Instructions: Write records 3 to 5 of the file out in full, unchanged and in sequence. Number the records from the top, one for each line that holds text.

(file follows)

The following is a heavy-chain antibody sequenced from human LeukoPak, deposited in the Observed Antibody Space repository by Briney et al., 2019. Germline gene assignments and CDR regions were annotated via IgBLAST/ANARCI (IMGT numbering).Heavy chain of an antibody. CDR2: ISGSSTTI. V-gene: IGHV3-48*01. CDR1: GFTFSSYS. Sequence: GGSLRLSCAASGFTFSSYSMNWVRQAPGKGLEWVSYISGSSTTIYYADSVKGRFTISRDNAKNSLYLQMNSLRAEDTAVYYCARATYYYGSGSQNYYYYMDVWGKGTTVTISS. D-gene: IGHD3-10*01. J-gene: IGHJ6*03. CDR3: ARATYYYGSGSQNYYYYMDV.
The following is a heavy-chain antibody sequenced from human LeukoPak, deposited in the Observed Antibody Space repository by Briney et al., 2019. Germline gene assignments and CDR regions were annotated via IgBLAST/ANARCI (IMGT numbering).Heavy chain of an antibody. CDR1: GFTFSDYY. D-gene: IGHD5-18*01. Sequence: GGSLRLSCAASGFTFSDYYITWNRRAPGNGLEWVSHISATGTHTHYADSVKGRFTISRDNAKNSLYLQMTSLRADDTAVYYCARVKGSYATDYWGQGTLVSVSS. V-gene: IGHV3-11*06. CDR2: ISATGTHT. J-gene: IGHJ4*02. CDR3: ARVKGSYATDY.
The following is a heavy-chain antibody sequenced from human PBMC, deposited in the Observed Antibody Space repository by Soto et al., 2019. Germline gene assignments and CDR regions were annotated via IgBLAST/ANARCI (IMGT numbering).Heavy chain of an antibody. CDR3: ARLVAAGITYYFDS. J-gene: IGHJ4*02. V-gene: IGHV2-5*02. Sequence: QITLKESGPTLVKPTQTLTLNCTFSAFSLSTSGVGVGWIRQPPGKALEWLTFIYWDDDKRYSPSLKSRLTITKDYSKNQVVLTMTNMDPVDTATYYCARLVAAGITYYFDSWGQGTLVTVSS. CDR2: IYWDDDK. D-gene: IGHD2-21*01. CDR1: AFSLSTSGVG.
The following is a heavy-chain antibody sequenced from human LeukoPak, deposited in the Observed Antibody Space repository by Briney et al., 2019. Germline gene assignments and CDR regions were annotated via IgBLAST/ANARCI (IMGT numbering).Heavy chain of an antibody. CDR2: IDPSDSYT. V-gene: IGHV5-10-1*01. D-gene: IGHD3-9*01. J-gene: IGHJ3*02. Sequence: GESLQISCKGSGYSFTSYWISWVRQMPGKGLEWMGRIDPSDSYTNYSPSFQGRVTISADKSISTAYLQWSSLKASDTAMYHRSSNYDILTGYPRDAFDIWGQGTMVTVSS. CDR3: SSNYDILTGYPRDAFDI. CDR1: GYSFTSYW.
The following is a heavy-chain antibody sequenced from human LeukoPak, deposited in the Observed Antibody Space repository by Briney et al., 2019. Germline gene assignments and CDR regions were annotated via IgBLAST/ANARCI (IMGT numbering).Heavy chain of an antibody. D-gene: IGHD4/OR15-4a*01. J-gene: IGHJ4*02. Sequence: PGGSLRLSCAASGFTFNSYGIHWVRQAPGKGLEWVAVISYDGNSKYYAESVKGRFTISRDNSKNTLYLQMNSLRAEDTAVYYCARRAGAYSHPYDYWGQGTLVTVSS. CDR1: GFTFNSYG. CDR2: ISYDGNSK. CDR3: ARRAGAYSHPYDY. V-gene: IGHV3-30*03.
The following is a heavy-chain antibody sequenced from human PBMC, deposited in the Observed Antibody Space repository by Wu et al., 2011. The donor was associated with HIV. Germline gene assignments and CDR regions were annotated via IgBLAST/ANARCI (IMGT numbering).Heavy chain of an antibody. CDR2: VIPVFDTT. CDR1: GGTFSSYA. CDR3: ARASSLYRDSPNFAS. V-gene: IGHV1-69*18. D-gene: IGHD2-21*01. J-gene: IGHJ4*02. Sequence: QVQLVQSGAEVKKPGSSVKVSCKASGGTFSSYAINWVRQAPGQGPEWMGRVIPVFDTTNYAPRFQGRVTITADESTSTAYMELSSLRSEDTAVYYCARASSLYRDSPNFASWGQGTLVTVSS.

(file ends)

The following is a heavy-chain antibody sequenced from human PBMC, deposited in the Observed Antibody Space repository by Soto et al., 2019. Germline gene assignments and CDR regions were annotated via IgBLAST/ANARCI (IMGT numbering).Heavy chain of an antibody. CDR3: ARLVAAGITYYFDS. J-gene: IGHJ4*02. V-gene: IGHV2-5*02. Sequence: QITLKESGPTLVKPTQTLTLNCTFSAFSLSTSGVGVGWIRQPPGKALEWLTFIYWDDDKRYSPSLKSRLTITKDYSKNQVVLTMTNMDPVDTATYYCARLVAAGITYYFDSWGQGTLVTVSS. CDR2: IYWDDDK. D-gene: IGHD2-21*01. CDR1: AFSLSTSGVG.
The following is a heavy-chain antibody sequenced from human LeukoPak, deposited in the Observed Antibody Space repository by Briney et al., 2019. Germline gene assignments and CDR regions were annotated via IgBLAST/ANARCI (IMGT numbering).Heavy chain of an antibody. CDR2: IDPSDSYT. V-gene: IGHV5-10-1*01. D-gene: IGHD3-9*01. J-gene: IGHJ3*02. Sequence: GESLQISCKGSGYSFTSYWISWVRQMPGKGLEWMGRIDPSDSYTNYSPSFQGRVTISADKSISTAYLQWSSLKASDTAMYHRSSNYDILTGYPRDAFDIWGQGTMVTVSS. CDR3: SSNYDILTGYPRDAFDI. CDR1: GYSFTSYW.
The following is a heavy-chain antibody sequenced from human LeukoPak, deposited in the Observed Antibody Space repository by Briney et al., 2019. Germline gene assignments and CDR regions were annotated via IgBLAST/ANARCI (IMGT numbering).Heavy chain of an antibody. D-gene: IGHD4/OR15-4a*01. J-gene: IGHJ4*02. Sequence: PGGSLRLSCAASGFTFNSYGIHWVRQAPGKGLEWVAVISYDGNSKYYAESVKGRFTISRDNSKNTLYLQMNSLRAEDTAVYYCARRAGAYSHPYDYWGQGTLVTVSS. CDR1: GFTFNSYG. CDR2: ISYDGNSK. CDR3: ARRAGAYSHPYDY. V-gene: IGHV3-30*03.